Financial Issues In Enron

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Enron is a Houston based energy firm which was credited to create market trading in energy. In just sixteen years, it becomes the world’s largest energy trading company. Offered its services to thousands of customers around the world including Wholesale Services, Energy Services and Global Services combing broadband and transportation services. It experienced a meteoric rise and has 22th rank in the fortune’s 100 best companies list in America in 2000. With the energy crisis in California, Enron dilemma was started due to poor handling of deregulation of energy by the company itself. It appears that the success of Enronwas just luck and it seems to have sunk into a financial predicament. The collapse of Enron after 2000, has called into question…show more content…
Conflicting Interest: It has been suggested that conflicts of interest and a lack of independent oversight of management by Enron's board contributed to the firm's collapse. Moreover, some have suggested that Enron's compensation policies engendered a myopic focus on earnings growth and stock price. In addition, recent regulatory changes have focused on enhancing the accounting for SPEs and strengthening internal accounting and control systems. We review these issues, beginning with Enron's board. The conflict of interest between the two roles played by Arthur Andersen, as auditor but also as consultant to Enron. While investigations continue, Enron has sought to salvage its business by spinning off various assets. It has filed for Chapter 11 bankruptcy, allowing it to reorganise while protected from creditors. Former chief executive and chairman Kenneth Lay has resigned, and restructuring expert Stephen Cooper has been brought in as interim chief executive. Enron's core business, the energy trading arm, has been tied up in a complex deal with UBS Warburg. The bank has not paid for the trading unit, but will share some of the profits with Enron. Enron and the reputation of Arthur…show more content…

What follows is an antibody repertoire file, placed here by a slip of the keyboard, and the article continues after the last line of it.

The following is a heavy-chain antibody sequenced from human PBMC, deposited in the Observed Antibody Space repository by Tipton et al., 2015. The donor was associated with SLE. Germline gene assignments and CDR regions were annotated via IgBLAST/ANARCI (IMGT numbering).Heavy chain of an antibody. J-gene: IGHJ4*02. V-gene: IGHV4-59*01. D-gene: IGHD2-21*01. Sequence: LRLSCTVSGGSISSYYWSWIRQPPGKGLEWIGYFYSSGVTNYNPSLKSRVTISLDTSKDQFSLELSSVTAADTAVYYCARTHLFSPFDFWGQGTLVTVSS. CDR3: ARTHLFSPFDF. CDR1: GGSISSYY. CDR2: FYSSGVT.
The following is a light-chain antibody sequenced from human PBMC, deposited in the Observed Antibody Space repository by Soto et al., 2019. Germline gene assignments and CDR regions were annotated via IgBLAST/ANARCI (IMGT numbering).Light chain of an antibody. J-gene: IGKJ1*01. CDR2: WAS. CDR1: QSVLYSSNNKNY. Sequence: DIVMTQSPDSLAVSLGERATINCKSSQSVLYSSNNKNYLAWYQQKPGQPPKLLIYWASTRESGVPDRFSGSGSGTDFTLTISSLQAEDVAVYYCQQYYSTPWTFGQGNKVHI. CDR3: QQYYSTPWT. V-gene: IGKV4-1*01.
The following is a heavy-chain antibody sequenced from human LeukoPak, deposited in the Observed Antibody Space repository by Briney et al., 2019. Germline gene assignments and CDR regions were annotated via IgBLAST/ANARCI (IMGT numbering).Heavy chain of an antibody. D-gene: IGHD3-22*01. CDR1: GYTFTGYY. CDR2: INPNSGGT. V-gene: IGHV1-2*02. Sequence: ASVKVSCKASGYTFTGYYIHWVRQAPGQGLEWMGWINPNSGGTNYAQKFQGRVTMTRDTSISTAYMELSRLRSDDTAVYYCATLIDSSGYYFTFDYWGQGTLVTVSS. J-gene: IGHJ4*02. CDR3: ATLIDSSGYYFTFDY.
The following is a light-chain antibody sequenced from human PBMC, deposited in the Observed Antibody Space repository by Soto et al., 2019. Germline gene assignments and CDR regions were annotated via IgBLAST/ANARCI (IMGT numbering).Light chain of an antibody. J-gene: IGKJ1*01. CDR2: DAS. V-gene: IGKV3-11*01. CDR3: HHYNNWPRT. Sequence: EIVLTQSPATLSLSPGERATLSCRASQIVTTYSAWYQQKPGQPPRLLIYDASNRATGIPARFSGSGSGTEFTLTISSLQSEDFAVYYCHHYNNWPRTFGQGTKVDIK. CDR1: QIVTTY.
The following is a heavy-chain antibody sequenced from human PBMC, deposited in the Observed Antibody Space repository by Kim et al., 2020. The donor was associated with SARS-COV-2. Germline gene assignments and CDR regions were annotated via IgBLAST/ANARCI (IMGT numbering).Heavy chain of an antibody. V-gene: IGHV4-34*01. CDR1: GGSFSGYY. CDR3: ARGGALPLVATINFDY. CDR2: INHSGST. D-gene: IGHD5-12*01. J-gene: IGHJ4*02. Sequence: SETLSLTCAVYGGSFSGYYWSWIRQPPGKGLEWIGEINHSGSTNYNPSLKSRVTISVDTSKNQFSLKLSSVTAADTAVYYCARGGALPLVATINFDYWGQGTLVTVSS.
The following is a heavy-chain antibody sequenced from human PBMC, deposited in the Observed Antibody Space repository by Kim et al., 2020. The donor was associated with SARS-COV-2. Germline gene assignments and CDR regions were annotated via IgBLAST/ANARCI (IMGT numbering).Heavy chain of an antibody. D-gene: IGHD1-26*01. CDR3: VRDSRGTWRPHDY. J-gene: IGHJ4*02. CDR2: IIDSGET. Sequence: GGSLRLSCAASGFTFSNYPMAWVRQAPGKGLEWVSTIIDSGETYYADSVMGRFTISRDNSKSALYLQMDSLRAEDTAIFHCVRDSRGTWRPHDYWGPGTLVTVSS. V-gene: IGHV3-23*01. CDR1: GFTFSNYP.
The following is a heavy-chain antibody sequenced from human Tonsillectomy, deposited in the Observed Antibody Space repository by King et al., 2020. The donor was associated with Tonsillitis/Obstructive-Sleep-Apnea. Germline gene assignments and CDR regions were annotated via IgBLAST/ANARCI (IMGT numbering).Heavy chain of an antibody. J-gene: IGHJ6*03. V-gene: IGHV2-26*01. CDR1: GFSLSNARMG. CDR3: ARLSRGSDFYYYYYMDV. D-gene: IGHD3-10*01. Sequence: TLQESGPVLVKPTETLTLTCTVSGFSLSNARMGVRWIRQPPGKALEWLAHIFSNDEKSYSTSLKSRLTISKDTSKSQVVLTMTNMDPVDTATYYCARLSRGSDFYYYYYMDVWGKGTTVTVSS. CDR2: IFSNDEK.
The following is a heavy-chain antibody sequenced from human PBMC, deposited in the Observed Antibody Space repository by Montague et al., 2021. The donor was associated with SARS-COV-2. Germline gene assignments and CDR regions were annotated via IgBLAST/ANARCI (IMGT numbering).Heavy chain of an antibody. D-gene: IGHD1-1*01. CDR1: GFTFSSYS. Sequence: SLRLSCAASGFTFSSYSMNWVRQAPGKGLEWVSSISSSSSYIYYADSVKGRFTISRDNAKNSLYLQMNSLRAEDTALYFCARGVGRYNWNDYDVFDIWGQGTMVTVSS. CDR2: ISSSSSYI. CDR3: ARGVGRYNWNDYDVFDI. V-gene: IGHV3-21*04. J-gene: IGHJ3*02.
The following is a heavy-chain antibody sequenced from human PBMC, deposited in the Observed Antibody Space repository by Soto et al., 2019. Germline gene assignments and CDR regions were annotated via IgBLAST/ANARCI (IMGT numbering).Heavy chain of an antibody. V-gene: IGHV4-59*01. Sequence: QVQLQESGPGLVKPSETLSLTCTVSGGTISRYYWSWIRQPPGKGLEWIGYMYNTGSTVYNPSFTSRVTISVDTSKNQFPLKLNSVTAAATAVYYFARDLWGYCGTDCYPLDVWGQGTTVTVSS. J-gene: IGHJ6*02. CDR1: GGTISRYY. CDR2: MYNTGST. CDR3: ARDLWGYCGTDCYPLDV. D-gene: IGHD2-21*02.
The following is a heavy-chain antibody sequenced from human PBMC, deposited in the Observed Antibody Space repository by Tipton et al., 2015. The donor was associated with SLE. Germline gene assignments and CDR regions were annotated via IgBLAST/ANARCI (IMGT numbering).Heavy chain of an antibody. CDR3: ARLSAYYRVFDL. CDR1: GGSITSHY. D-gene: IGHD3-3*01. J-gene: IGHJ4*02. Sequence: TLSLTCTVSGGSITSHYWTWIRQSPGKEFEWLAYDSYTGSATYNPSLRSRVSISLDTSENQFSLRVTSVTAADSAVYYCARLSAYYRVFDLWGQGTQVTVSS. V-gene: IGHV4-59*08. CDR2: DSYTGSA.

The magnitude of the alleged accounting errors, combined with Andersen's role as Enron's auditor and the widespread media attention, provide a seemingly powerful setting to explore the impact of auditor reputation on client market prices around an audit failure. CP investigates the share price reaction of Andersen's clients to various information events that could lead investors to revise their beliefs regarding Andersen's reputation. Perhaps most damaging to Andersen's reputation was their admission on January 10, 2002 that employees of
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